TMCnet Feature
January 23, 2012

New Study Shows Internet Addicts' Brains Developing Differently

By Oliver VanDervoort, Contributing Writer

In the 21st century, there are plenty of people out there who will say that anytime someone spends a little too much time doing something, someone else is willing to call it an addiction. The truth of the matter is that “addiction” is a buzzword that turns some people off, while others are willing to admit that we may not truly understand what that word in fact means. Most people have accepted that addiction does exist when it comes to drugs and alcohol, but there is a definite debate when the word “addiction” is used in other circles. 

One of those circles that are still very hotly debated is when talking about the infliction that is being described as Internet addiction. The Internet has always been a rather hot topic when talking about how it affects our behavior. Several years ago, there was a study out that seemed to show that teens who spent an awful lot of time on the net actually had extra aggression. Now a study is showing that actions that are generally considered part of Internet addiction can actually change the way the human brain develops.

This new study talked to a large number of Internet users between the ages of 14 and 21 and assumed that those who were in the study might be addicts. The questions that were posed to the people in the study were crafted much like if you were trying to determine if someone was a drug addict. Questions like, “Have you lied to close friends or family about how much you use the Internet?” and “Has your use of the Internet put relationships in jeopardy?” were just a couple that treated Internet addicts like any other addict.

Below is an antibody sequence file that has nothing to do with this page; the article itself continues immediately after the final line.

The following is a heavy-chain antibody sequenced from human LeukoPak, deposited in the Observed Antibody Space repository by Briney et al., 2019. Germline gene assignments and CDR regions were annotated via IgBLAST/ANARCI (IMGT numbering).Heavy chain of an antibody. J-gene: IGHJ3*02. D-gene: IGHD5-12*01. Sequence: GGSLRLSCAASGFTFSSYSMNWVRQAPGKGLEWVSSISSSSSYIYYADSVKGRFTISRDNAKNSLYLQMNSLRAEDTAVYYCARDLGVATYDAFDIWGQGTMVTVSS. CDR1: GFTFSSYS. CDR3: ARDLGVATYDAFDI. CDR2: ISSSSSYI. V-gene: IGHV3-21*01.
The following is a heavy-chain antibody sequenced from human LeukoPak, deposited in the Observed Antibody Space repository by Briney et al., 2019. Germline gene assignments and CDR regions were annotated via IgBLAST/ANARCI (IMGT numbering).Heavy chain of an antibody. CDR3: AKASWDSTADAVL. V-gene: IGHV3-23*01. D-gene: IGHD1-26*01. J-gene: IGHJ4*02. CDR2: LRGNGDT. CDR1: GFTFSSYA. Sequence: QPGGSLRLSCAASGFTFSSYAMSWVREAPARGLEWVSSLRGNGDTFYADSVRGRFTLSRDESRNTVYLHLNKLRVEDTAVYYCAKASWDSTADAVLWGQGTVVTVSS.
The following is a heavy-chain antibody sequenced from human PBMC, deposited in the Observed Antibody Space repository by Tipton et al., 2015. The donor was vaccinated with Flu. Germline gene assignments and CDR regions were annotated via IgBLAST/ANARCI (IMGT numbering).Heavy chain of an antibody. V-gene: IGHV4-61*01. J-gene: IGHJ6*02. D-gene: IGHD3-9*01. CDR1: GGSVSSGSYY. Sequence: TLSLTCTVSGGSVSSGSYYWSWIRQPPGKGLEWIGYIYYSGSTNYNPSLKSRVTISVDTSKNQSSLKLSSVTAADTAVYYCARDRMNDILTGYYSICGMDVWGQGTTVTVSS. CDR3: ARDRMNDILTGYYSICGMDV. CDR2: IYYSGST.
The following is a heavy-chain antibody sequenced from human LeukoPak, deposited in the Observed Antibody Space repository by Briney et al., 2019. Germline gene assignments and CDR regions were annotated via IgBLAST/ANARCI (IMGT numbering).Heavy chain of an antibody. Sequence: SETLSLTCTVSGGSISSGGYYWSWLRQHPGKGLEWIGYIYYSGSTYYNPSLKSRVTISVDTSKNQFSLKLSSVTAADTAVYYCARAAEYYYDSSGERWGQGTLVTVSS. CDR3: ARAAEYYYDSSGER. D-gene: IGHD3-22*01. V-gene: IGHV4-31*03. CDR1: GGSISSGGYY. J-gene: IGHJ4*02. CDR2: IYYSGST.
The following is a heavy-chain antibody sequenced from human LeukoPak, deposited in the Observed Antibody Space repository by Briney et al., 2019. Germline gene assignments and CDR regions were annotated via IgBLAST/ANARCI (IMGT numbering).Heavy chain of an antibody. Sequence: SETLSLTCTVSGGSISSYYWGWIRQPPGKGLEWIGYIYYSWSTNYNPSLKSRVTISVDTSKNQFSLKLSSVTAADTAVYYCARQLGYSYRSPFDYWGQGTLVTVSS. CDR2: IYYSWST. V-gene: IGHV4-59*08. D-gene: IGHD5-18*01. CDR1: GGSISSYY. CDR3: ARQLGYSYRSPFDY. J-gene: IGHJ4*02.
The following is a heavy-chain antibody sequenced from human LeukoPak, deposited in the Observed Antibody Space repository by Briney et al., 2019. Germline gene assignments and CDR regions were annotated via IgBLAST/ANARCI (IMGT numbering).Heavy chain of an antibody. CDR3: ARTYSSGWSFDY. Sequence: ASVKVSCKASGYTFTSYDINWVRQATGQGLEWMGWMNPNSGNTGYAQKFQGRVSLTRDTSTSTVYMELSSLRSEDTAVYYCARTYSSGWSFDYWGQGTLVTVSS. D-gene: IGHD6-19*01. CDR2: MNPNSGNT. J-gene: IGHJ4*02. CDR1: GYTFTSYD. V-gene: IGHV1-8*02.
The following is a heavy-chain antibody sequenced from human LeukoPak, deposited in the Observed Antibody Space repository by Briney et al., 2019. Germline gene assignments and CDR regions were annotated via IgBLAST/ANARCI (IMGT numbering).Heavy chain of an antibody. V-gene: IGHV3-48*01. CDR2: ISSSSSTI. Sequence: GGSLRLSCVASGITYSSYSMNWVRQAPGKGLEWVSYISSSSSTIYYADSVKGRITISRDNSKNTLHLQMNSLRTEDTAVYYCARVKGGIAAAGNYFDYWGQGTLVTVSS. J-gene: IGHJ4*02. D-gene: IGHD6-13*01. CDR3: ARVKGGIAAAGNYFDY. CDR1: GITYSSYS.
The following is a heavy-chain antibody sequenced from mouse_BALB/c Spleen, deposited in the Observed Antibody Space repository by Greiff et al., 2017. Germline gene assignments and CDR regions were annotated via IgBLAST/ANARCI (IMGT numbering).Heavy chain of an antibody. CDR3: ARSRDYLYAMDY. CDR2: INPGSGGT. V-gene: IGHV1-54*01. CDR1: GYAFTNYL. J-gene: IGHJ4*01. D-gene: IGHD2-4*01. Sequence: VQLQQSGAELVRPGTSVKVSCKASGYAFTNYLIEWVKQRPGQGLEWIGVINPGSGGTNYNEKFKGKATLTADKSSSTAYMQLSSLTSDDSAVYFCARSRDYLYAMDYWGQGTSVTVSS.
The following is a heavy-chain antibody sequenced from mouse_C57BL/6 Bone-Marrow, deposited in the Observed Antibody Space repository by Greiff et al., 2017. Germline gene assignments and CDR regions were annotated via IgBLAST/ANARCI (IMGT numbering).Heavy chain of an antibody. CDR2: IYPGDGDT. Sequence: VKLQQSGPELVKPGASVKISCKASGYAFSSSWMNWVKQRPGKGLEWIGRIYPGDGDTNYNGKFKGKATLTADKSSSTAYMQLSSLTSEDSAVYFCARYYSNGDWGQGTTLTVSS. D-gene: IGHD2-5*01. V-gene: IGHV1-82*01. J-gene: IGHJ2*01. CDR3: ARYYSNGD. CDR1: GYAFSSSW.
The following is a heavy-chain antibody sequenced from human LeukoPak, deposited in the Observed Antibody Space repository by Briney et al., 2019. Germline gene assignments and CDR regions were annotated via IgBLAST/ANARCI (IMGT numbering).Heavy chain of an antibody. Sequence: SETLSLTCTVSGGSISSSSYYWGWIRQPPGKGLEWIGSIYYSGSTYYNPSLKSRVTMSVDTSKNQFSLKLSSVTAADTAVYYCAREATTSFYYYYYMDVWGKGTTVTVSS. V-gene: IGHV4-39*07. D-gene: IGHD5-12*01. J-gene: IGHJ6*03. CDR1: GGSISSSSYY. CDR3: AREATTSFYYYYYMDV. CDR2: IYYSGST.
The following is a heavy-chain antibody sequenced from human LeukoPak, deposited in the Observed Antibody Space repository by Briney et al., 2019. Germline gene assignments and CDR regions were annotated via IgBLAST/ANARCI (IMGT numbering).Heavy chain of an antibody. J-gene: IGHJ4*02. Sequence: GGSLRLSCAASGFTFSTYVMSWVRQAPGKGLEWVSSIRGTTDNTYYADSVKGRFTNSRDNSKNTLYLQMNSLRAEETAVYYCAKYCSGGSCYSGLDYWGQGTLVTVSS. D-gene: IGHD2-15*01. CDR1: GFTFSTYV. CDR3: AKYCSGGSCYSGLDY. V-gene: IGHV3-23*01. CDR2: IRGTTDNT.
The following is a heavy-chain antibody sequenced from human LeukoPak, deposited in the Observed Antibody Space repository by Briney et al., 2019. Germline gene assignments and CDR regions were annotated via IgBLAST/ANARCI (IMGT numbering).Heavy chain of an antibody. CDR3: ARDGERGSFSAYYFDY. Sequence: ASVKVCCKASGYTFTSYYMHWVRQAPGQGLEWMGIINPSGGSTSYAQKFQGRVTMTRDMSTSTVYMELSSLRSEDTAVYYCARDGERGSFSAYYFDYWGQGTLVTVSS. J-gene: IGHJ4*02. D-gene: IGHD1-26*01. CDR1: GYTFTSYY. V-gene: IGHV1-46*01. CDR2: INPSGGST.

Once the study determined those who they considered addicts, they also found that those people had significant changes in their brain chemistry. Those people who the study found to be addicts had lower levels in the part of the brain that controls emotional reactions and executive decision making. Despite these findings, there are still questions as to how far the addiction actually goes and how much is the makeup of the people involved. More studies will need to be conducted before anything conclusive is found.

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Edited by Jennifer Russell
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